interrogation with the United States, the official said, but the F.B.I. has not
interviewed him. 

Mr. Sufaat lived in Sacramento in the 1980's, according to public records,
and attended California State University there, the official said. 

His wife also attended college in the United States, the official said, but he
said he did not know the name of the school. 

After Mr. Sufaat returned to Malaysia in 1987, his in-laws urged him to
practice his religion more diligently, saying he had neglected it while abroad,
he told investigators, and it was then that he came into Mr. Isamuddin's

Two of the suspected Sept. 11 hijackers, Khalid al-Midhar and Nawaq
Alhazmi, stayed in Mr. Sufaat's apartment for three days in January 2000;
Mr. Isamuddin had a key to the apartment, the Malaysian official said. 

While here, Mr. Midhar and Mr. Alhazmi were followed by Malaysian
intelligence agents and were videotaped shopping, making a call from a
public phone and surfing Arabic-language Web sites at an Internet cafe, the
official said. 

The official said the tapes were given to American intelligence officials, but
the men were not arrested because there was no evidence they had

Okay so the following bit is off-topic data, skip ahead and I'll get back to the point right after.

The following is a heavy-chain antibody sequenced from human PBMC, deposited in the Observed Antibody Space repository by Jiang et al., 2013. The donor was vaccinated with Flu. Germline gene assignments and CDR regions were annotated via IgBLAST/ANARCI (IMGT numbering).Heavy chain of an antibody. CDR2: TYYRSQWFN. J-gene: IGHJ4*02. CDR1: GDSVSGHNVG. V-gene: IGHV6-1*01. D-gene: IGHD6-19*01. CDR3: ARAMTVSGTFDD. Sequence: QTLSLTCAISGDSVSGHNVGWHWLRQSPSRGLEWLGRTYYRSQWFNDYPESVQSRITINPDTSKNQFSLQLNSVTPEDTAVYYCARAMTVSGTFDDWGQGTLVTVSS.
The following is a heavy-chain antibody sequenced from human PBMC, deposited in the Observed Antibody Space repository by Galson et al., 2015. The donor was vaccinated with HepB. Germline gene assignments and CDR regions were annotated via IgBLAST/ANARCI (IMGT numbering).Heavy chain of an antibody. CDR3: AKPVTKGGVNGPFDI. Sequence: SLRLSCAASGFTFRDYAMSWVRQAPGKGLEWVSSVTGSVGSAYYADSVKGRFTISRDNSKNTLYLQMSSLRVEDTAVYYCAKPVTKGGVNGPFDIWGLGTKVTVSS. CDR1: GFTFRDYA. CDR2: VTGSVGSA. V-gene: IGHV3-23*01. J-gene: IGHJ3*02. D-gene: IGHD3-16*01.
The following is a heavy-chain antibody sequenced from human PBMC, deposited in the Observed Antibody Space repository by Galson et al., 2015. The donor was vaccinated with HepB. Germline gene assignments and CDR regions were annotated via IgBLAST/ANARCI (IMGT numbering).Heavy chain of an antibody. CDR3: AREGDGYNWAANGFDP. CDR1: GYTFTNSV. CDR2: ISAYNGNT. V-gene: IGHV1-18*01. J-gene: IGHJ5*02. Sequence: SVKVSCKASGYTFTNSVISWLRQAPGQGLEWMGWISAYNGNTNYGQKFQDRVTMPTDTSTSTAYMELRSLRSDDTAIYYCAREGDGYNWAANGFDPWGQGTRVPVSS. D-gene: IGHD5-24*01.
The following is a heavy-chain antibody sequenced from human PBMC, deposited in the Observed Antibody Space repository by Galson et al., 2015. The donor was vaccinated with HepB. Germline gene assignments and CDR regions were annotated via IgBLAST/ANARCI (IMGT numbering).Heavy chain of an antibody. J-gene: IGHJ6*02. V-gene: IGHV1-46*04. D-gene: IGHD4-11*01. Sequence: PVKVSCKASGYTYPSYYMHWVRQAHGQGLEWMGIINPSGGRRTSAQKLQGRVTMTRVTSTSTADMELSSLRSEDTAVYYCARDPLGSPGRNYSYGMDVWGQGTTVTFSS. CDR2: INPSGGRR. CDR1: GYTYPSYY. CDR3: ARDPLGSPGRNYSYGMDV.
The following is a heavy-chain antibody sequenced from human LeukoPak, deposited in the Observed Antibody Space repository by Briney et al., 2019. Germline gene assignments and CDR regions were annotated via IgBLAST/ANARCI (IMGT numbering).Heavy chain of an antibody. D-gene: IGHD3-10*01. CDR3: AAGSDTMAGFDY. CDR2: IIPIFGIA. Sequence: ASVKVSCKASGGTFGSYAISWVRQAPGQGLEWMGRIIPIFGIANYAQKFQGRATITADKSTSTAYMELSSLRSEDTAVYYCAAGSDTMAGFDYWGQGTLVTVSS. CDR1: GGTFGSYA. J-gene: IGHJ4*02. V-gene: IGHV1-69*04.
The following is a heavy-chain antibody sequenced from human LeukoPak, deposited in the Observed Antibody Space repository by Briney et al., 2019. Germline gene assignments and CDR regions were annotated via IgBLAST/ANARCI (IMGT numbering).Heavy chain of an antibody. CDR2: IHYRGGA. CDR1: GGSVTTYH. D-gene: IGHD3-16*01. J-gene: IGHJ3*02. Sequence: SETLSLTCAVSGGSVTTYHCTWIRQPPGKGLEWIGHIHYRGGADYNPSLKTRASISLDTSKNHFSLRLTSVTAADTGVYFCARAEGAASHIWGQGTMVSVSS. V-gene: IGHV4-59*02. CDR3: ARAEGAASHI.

committed any crime. 

Again acting on orders from Mr. Isamuddin, Mr. Sufaat played host to Mr.
Moussaoui when he came in 2000. Mr. Moussaoui inquired about flight
schools here and discovered that there was one, but he decided against
attending because it was more than two hours from the capital and did not
provide training on jumbo jets, Mr. Sufaat told investigators. 

Mr. Sufaat provided Mr. Moussaoui with the letter that he used to enroll in a
flight school in the United States. Mr. Moussaoui has pleaded not guilty to
charges that he was part of the Sept. 11 conspiracy. 

Mr. Sufaat's wife has denied that her husband had any connections with Al
Qaeda or any terrorist organization. She has called the charges "baseless,
wrong and outrageous." 

Malaysian and Singaporean officials say that Mr. Isamuddin ran the
operations for the Islamic Group. The group's spiritual leader, they say, is
another Indonesian cleric, Abu Bakar Baasyir. The organization had cells in
Singapore, the Philippines and Indonesia, according to the Singaporean

Mr. Isamuddin arranged for men to go to Afghanistan for training, according
to a statement from the Singaporean government. He gave them false
documents saying they were going to school in Pakistan, which gave the
recruits the cover they needed to explain why they would be away from home
for six months. 

Mr. Isamuddin has not been seen since Sept. 11 and is believed to be hiding
in Indonesia, Malaysian and Singaporean authorities said. 

They have asked the Indonesian government to search for him and say they
are not satisfied that the Indonesians are looking very hard.

The Alliance for a Secular and Democratic South Asia was formed in 1993 to combat rising religious intolerance in South Asia and to campaign for peace and justice in the region. We are committed to working towards a just, non-violent resolution of the crisis we are currently living through. If you are interested in joining us in this work, please call 617-983-3934 or e-mail

20 May 2006